Lavienraj Premraj, Nivedha V. Kannapadi, Jack Briggs, Stella M. Seal, Denise Battaglini, Jonathon Fanning, Jacky Suen, Chiara Robba, John Fraser, Sung-Min Cho: Mid and long-term neurological and neuropsychiatric manifestations of post-COVID-19 syndrome: A meta-analysis, in: Journal of the Neurological Sciences 434 (2022) 120162, 7 pages.
How commonly are neurological and neuropsychiatric symptoms reported three months or more after acute COVID-19 onset in adults?
In a meta-analysis of 19 studies encompassing 11,324 patients (hospitalised and non-hospitalised), overall prevalence for neurological symptoms three months after COVID-19 onset was: fatigue (37%), brain fog (32%), memory issues (27%), attention disorder (22%), myalgia (18%), anosmia (12%), dysgeusia (11%), and headache (10%). The prevalence of neuropsychiatric symptoms was sleep disturbances (31%), anxiety (23%), and depression (12%).
Given the high prevalence of neurological and neuropsychiatric post-COVID-19 syndrome, randomised controlled trials are necessary to develop intervention strategy to reduce disease burden.
Neurological and neuropsychiatric symptoms that persist or develop three months after the onset of COVID-19 pose a significant threat to the global healthcare system. These symptoms are yet to be synthesized and quantified via meta-analysis.
To determine the prevalence of neurological and neuropsychiatric symptoms reported 12 weeks (3 months) or more after acute COVID-19 onset in adults.
A systematic search of PubMed, EMBASE, Web of Science, Google Scholar and Scopus was conducted for studies published between January 1st, 2020 and August 1st, 2021. The systematic review was guided by Preferred Reporting Items for Systematic Review and Meta-Analyses.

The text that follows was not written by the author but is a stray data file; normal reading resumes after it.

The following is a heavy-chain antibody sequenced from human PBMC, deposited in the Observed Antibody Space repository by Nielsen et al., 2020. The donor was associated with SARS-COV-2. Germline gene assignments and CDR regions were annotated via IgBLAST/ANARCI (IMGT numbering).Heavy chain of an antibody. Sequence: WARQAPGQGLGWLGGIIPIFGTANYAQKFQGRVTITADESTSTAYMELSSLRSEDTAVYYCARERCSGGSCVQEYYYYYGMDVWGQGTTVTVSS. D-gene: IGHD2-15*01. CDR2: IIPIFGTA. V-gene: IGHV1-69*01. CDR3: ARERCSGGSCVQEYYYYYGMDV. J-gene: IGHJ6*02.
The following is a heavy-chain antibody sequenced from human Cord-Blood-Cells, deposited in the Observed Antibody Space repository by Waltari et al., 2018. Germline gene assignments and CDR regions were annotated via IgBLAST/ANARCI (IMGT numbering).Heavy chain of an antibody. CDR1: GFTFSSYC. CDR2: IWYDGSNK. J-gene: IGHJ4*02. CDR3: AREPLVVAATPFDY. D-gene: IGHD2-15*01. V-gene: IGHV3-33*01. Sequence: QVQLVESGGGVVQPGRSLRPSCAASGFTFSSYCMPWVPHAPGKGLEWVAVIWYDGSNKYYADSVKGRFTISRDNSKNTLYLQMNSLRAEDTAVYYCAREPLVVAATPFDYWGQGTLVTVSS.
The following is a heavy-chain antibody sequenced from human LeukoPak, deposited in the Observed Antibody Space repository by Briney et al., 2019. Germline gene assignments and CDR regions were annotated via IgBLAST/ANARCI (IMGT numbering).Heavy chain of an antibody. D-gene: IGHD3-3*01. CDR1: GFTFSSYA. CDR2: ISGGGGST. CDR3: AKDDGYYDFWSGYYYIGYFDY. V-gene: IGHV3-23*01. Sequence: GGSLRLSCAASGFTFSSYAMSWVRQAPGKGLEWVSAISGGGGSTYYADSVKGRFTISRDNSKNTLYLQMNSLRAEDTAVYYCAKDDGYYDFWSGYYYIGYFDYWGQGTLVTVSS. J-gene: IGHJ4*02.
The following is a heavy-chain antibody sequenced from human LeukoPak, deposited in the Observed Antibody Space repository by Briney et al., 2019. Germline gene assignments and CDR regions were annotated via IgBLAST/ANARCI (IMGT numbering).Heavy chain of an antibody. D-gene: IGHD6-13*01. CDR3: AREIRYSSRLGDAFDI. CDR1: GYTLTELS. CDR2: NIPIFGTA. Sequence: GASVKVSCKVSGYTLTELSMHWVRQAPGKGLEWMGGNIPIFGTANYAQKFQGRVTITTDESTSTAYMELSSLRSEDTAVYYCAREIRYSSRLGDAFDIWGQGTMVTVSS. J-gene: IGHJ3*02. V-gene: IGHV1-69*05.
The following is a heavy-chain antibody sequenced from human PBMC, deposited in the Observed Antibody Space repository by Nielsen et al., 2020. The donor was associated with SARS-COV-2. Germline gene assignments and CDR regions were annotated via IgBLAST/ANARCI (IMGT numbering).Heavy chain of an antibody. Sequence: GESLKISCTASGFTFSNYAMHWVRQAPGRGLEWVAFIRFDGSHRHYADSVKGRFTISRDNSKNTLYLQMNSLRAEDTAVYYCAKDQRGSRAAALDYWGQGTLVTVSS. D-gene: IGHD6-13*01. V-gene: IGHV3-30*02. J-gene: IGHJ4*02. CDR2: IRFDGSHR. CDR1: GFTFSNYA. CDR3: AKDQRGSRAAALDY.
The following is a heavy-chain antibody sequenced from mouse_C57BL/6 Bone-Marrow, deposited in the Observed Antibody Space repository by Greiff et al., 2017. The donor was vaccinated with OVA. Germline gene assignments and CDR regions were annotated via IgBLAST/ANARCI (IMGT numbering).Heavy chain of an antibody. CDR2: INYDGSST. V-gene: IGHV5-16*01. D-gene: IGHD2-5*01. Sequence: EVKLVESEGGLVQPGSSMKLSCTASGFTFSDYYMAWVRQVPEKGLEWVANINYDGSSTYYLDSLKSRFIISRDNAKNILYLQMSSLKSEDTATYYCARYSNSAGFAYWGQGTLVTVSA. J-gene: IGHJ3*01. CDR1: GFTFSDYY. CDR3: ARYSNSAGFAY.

Studies were included if the length of follow-up satisfied the National Institute for Healthcare Excellence (NICE) definition of post-COVID-19 syndrome (symptoms that develop or persist ≥3 months after the onset of COVID-19). Additional criteria included the reporting of neurological or neuropsychiatric symptoms in individuals with COVID-19.
Data extraction and synthesis:
Two authors independently extracted data on patient characteristics, hospital and/or ICU admission, acute-phase COVID-19 symptoms, length of follow-up, and neurological and neuropsychiatric symptoms.
Main outcome(s) and measure(s):
The primary outcome was the prevalence of neurological and neuropsychiatric symptoms reported ≥3 months post onset of COVID-19. We also compared post-COVID-19 syndrome in hospitalised vs. non-hospitalised patients, with vs. without ICU admission during the acute phase of infection, and with mid-term (3 to 6 months) and long-term (>6 months) follow-up.
Of 1458 articles, 19 studies, encompassing a total of 11,324 patients, were analysed. Overall prevalence for neurological post-COVID-19 symptoms were: fatigue (37%, 95% CI: 24%–50%), brain fog (32%, 9%–55%), memory issues (27%, 18%–36%), attention disorder (22%, 10%–34%), myalgia (18%, 4%–32%), anosmia (12%, 7%–17%), dysgeusia (11%, 4%–17%) and headache (10%, 1%–21%). Neuropsychiatric conditions included sleep disturbances (31%, 18%–43%), anxiety (23%, 13%–33%) and depression (12%, 7%–21%). Neuropsychiatric symptoms substantially increased in prevalence between mid- and long-term follow-up. Compared to non-hospitalised patients, patients hospitalised for acute COVID-19 had reduced frequency of anosmia, anxiety, depression, dysgeusia, fatigue, headache, myalgia, and sleep disturbance at three (or more) months post-infection. Conversely, hospital admission was associated with higher frequency of memory issues (OR: 1.9, 95% CI: 1.4–2.3). Cohorts with >20% of patients admitted to the ICU during acute COVID-19 experienced higher prevalence of fatigue, anxiety, depression, and sleep disturbances than cohorts with <20% of ICU admission.
Conclusions and relevance:
Fatigue, cognitive dysfunction (brain fog, memory issues, attention disorder) and sleep disturbances appear to be key features of post-COVID-19 syndrome. Psychiatric manifestations (sleep disturbances, anxiety, and depression) are common and increase significantly in prevalence over time. Randomised controlled trials are necessary to develop intervention strategy to reduce disease burden.